As communication through technology becomes the norm, access to computers and the Internet divides those who are engaged in the future of work from those who are left behind
Dana raises concerns about people who have been left behind during the pandemic due to lack of access to digital communication channels. She also addresses the effects of loneliness and isolation for people who have been unable to stay connected to friends and family during this long crisis.
There will be new industries, lots of them, and new opportunities. We just have to make sure that continuous learning and the opportunity to educate people to take advantage of these new opportunities. There’s still a lot of people [who] can’t play in the digital economy because they’re not computer literate. And how could you survive the last year if you didn’t know how to turn on a computer? Even if you weren’t working, just psychologically, if you couldn’t be connected using technology and there were lots of people that didn’t have that skill set.
The automations of work practices are reducing the amount of time needed to complete tasks
Historically speaking, employees are now working shorter weeks than previous generations. Although some have raised fears about robots taking jobs away from humans, The New York Times investigated the future of robots and what that means for jobs and found that robots are ineffective in the workplace without human support.
Stijn believes that the promise of automation is largely beneficial for humankind and holds the view that work in the future may be even less draining and stressful due to technological innovation.
[There] is a long-term trend that we are actually spending less time on work than we did 50 years ago and I think that’s a very positive trend. Even 100 years ago people spent even more time on work so that’s a positive trend, and I hope that trend continues through technology that we can, in a way, move towards this Keynesian utopia of less work, but also that, basically, we all have our own robot to do our own work so that reducing working time is equally distributed, now we can all benefit from technology and the progress that we may make so I think that that’s my utopian where I hope you will be the next 10-20 years, I doubt it, but it’s a dream.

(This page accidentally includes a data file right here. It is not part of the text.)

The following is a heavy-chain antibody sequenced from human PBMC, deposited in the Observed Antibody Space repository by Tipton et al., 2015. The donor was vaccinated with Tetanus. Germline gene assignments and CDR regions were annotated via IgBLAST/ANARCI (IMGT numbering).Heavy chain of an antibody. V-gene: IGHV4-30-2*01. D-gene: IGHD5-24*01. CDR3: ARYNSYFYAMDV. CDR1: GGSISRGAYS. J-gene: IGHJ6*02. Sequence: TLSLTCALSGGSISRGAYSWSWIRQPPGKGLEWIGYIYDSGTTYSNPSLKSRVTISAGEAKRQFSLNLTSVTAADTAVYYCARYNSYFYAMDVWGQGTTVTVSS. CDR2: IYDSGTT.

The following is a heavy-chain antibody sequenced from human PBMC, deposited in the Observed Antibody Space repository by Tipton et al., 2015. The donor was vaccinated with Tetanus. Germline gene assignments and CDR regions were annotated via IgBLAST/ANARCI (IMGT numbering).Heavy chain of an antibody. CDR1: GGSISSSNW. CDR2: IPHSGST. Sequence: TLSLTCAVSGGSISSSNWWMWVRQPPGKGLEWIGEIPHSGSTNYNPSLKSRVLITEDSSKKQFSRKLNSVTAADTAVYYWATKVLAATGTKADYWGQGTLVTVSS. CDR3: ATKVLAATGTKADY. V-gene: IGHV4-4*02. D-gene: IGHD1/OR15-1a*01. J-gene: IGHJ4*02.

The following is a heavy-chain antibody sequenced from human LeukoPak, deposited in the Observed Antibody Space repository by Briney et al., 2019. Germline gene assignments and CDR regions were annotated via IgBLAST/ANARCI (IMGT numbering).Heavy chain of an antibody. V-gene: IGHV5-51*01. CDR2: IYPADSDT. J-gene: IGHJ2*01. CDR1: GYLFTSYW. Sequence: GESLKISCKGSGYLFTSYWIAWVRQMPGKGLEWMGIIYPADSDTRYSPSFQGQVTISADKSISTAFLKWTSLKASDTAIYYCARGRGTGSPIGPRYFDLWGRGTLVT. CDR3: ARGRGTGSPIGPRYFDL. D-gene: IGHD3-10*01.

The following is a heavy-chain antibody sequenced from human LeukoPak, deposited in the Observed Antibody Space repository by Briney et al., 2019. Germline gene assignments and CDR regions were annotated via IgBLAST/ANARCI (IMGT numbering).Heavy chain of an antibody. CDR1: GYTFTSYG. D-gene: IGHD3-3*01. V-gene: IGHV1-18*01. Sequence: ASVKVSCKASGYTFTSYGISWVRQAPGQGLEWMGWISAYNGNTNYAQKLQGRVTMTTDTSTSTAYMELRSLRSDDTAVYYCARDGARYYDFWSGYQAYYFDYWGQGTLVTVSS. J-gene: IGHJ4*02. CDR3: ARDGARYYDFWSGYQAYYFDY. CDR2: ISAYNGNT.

Dana cautions that automation is reducing the number of jobs available. She calls for upskilling the workforce so that workers are not left behind.
I think we can alter the course of our own future of work by paying attention to some of the trends and listening to what people want and how they are processing all the changes that have gone on. I think technology will progress and progress and progress faster and more dramatically, and I think there’ll be fewer jobs. So what are we going to do? How are we going to help individuals find purpose and meaning at work? How are we going to find work for them to do? And if we don’t start to reskill and retool and think about our education system and all of the ecosystems that come together to build our future, then we really will be in trouble. . . [Technology] is an enabler, but it enables us to do away with things that traditionally were done with humans. So how are we going to teach humans other skills, other opportunities to find meaning?
Coaching Empowers People
Coaching aims to help individuals identify their strengths and apply their gifts in order to succeed in life and work. Technological innovation empowers coaches to reach a wider range of clients despite geographical distances. However, rapid developments in technology can leave people behind. The process of continuous learning and embracing change will become essential for positive adaptation in the future of work. Coaching can help people welcome change. The personalized nature of coaching is especially helpful for enabling people to embrace change and discover ways of keeping up with technology that work for them.